Chicago, IL—Oral cediranib, an investigational vascular endothelial growth factor (VEGF) inhibitor, in combination with a PARP inhibitor or with chemotherapy, shows survival benefit in women with relapsed platinum-sensitive ovarian cancer, according to findings from 2 clinical trials presented at the 2017 ASCO annual meeting.
In an update of an open-label, randomized phase 2 clinical trial of cediranib in combination with olaparib (Lynparza), the use of the combination doubled the median progression-free survival (PFS) versus olaparib alone—16.5 months versus 8.2 months (hazard ratio [HR], 0.50; P = .007), reported Joyce F. Liu, MD, MPH, Director of Clinical Research, Gynecologic Oncology, Dana-Farber Cancer Institute, Boston, at the meeting.
The PFS was superior with the combination of cediranib and olaparib in women without a known germline BRCA mutation, in whom the updated median PFS was 23.7 months compared with 5.7 months in the olaparib monotherapy group, which did not quite achieve significance (HR, 0.48; P = .074). A nonsignificant trend toward an improvement in overall survival (OS) was also observed by adding cediranib in the women without a germline BRCA mutation.
The PFS and OS durations were similar in the 2 arms in known carriers of a BRCA mutation.
The hypothesized mechanism driving the synergy “is that in the setting of hypoxia that’s induced by a VEGF inhibitor, for example, we downregulate genes of homologous recombination. So, we induce a homologous recombination deficiency,” said Dr Liu. “In a patient who’s either not a germline BRCA mutation carrier or a somatic BRCA mutation carrier…by adding an antiangiogenic, you induce the homologous recombination deficiency, and now you get synergy with a PARP inhibitor.”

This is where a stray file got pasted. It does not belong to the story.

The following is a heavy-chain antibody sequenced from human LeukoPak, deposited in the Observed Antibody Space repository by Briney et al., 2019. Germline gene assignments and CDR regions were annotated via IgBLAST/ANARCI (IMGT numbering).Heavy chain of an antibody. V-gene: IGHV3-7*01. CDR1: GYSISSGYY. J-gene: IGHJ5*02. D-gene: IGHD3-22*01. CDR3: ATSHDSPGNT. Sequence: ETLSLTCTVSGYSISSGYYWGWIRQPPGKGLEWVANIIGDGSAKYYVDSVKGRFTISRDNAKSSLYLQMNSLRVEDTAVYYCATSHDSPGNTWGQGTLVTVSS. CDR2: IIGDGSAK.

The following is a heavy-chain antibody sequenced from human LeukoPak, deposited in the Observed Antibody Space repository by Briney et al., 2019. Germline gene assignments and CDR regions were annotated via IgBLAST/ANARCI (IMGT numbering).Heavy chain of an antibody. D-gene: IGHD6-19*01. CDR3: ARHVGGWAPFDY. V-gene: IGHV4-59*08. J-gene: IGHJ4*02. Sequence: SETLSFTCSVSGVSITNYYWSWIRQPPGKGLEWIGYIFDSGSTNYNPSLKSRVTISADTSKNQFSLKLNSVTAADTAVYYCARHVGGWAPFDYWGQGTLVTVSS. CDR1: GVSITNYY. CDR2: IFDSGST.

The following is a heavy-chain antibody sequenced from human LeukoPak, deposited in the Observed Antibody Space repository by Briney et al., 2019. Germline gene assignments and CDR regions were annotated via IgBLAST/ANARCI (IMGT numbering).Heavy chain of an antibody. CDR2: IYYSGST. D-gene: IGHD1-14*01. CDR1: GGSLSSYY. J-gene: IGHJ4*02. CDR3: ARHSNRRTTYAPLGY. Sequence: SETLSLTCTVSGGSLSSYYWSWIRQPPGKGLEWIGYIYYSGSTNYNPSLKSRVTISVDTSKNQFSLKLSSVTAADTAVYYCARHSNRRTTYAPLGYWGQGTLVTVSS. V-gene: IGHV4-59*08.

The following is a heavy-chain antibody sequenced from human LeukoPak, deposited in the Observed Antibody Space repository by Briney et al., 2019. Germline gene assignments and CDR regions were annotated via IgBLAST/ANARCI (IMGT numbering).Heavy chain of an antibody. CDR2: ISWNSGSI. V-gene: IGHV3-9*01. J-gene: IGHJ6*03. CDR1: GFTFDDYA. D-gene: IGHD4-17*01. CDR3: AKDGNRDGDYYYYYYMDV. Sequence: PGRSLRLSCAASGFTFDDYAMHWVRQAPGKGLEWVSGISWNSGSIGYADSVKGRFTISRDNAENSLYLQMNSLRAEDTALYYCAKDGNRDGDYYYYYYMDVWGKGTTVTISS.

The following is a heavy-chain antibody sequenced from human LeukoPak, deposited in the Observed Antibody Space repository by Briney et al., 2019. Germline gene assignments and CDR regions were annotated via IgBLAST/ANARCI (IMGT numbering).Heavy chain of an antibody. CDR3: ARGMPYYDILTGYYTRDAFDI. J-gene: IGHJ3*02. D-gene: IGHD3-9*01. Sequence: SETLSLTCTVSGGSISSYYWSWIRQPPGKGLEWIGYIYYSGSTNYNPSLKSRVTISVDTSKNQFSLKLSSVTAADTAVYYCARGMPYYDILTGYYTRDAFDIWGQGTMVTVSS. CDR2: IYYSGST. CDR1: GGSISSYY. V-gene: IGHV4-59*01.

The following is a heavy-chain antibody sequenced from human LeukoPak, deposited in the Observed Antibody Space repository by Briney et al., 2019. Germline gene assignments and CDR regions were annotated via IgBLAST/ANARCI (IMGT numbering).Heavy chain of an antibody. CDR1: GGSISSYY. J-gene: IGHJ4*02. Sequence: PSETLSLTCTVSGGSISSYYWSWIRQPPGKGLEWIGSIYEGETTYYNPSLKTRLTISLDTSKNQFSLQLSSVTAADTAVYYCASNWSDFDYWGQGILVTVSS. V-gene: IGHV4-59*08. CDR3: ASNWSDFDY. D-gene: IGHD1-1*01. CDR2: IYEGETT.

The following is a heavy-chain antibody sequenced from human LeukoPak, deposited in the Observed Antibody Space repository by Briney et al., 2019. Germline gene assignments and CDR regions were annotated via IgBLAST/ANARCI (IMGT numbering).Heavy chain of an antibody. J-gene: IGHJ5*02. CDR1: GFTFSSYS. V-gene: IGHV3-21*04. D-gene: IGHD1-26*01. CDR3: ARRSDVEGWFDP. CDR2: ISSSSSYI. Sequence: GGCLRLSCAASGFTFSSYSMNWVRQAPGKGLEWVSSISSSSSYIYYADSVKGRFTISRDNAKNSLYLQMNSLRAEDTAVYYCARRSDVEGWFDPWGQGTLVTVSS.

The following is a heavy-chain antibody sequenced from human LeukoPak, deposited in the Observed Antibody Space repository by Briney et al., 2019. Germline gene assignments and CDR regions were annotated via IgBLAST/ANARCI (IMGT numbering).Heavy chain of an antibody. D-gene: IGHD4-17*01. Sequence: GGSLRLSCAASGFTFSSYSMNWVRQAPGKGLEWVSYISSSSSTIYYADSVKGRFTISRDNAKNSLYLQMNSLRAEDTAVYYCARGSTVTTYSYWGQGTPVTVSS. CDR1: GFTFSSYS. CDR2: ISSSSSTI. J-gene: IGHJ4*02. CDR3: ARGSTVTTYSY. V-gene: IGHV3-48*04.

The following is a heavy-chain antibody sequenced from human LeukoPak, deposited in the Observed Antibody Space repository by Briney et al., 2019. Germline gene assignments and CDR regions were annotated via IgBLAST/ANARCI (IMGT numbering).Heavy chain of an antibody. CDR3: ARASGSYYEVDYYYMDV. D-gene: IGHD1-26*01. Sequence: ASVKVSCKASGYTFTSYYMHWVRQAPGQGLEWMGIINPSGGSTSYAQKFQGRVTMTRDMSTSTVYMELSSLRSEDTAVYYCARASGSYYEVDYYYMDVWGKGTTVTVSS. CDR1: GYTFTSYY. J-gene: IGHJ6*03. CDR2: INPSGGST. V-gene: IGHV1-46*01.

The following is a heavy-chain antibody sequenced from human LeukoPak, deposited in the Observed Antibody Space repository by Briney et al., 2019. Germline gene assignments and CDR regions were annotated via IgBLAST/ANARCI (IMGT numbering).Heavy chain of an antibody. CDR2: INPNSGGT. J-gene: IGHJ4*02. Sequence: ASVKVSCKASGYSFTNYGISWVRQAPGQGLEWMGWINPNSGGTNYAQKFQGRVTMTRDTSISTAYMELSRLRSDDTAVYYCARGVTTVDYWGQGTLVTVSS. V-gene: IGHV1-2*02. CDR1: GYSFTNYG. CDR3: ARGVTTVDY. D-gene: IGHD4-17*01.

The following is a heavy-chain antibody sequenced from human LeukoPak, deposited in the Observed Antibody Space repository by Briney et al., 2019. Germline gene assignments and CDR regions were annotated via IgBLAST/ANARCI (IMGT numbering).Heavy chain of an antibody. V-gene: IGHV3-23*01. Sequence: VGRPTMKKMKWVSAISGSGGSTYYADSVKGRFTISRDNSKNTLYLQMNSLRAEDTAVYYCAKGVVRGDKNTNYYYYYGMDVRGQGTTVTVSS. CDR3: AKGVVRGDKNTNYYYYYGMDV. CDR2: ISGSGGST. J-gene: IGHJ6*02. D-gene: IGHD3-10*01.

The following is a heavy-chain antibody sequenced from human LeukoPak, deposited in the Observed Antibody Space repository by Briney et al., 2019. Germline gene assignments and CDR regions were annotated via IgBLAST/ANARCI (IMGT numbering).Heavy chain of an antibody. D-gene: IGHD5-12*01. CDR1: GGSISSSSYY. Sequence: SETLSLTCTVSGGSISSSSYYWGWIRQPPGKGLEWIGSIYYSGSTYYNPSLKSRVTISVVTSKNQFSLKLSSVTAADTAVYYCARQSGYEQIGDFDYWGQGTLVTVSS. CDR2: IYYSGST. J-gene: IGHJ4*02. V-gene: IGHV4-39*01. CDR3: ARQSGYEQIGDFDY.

Second Study Confirms Results
In a second study, known as ICON6, cediranib combined with chemotherapy followed by maintenance cediranib led to an improvement in median OS of 7.4 months compared with chemotherapy plus placebo in a phase 3 trial of more than 400 women with platinum-sensitive relapsed ovarian cancer.
The OS analysis demonstrated a median OS of 27.3 months in the cediranib arm versus 19.9 months in the placebo arm (HR, 0.85; 95% confidence interval, 0.66-1.10), but the study was underpowered to show a significant difference, according to lead investigator Jonathan A. Ledermann, MD, FRCP, Professor of Medical Oncology, University College London Cancer Institute, England.
“There is a clear evidence that cediranib extends PFS, and the consistent trend in favor of OS benefit suggests a promising future for cediranib, particularly when you look at the time from histological diagnosis to death, where there was an 8-month increase in median survival,” said Dr Ledermann.
The median PFS was 11.1 months in the cediranib arm and 8.7 months in the placebo arm (HR, 0.57; P = .00001). The maintenance strategy is being explored further in the ICON9 trial.
Although the PFS advantage with cediranib in combination is promising, the OS advantage “didn’t quite make the cut,” said Ronald J. Buckanovich, MD, PhD, Associate Professor, Obstetrics and Gynecology, University of Michigan, Ann Arbor. In addition, toxicity was an issue, and adherence to maintenance therapy was poor, Dr Buckanovich added.